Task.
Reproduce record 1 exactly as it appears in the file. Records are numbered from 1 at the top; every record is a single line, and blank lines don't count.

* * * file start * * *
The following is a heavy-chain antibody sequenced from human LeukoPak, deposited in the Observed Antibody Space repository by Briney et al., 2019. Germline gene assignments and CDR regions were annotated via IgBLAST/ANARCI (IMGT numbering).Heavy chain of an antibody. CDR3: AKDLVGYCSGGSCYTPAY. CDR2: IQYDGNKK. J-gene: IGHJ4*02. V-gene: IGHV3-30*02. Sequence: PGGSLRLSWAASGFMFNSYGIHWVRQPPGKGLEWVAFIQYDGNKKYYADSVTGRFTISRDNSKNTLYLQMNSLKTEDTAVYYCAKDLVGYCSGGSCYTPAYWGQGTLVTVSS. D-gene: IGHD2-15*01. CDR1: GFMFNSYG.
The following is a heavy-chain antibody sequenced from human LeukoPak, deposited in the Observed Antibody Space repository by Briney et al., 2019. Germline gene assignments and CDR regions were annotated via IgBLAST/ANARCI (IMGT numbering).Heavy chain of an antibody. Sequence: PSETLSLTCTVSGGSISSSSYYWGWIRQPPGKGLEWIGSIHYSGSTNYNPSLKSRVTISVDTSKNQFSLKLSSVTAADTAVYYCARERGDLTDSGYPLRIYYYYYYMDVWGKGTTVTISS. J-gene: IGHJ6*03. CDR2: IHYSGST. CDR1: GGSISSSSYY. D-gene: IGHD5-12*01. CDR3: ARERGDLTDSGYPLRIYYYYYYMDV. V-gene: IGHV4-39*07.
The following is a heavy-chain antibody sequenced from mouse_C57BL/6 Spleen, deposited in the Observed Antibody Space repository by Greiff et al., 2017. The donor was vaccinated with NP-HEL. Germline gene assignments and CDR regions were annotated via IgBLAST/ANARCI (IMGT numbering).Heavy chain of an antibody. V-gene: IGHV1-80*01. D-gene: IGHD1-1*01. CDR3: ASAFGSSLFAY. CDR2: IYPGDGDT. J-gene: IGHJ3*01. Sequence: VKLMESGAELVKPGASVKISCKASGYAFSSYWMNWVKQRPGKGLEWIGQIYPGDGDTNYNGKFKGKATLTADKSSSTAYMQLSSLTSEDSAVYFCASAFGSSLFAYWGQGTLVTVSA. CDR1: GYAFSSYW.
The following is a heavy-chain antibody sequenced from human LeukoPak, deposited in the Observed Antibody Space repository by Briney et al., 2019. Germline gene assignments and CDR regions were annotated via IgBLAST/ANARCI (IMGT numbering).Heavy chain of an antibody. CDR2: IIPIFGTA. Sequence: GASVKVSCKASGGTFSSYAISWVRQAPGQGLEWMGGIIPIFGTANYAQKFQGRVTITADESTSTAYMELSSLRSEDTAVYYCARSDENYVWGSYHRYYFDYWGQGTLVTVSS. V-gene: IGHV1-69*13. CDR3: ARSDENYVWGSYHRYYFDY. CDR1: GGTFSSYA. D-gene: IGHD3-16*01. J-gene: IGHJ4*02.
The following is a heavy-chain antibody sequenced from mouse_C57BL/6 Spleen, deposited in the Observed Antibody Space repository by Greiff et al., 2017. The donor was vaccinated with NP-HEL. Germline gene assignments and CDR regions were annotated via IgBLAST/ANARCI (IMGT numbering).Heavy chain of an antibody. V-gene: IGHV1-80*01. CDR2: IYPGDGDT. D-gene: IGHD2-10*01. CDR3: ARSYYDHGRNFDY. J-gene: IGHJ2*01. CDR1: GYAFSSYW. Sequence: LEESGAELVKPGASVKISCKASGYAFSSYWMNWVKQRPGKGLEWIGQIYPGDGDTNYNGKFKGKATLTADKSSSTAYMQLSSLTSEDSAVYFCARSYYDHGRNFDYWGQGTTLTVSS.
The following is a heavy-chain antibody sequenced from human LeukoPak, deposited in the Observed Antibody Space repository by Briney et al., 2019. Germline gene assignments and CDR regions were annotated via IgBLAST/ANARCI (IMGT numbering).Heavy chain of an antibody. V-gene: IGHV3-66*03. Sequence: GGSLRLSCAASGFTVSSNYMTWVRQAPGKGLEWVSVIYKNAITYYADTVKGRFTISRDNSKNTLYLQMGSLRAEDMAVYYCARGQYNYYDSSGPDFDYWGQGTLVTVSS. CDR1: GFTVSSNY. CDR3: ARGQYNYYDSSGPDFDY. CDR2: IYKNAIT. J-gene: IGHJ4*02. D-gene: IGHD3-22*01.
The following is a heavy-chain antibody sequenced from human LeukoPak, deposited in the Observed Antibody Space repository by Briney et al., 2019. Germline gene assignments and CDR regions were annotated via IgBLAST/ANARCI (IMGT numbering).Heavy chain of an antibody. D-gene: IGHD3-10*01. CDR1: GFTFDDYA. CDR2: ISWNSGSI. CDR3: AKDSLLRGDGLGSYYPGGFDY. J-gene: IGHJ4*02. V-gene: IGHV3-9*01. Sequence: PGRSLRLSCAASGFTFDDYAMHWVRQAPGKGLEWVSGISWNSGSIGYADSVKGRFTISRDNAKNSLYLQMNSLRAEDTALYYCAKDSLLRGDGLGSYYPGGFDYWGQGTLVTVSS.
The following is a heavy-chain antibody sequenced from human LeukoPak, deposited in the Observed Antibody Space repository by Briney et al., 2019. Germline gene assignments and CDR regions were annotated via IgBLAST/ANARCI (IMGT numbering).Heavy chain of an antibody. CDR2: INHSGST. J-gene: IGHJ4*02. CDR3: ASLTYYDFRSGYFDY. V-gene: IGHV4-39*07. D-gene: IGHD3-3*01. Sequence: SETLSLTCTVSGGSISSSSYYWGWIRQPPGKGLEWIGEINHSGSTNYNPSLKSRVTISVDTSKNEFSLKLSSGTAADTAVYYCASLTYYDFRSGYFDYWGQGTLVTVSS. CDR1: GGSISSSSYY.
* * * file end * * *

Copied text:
The following is a heavy-chain antibody sequenced from human LeukoPak, deposited in the Observed Antibody Space repository by Briney et al., 2019. Germline gene assignments and CDR regions were annotated via IgBLAST/ANARCI (IMGT numbering).Heavy chain of an antibody. CDR3: AKDLVGYCSGGSCYTPAY. CDR2: IQYDGNKK. J-gene: IGHJ4*02. V-gene: IGHV3-30*02. Sequence: PGGSLRLSWAASGFMFNSYGIHWVRQPPGKGLEWVAFIQYDGNKKYYADSVTGRFTISRDNSKNTLYLQMNSLKTEDTAVYYCAKDLVGYCSGGSCYTPAYWGQGTLVTVSS. D-gene: IGHD2-15*01. CDR1: GFMFNSYG.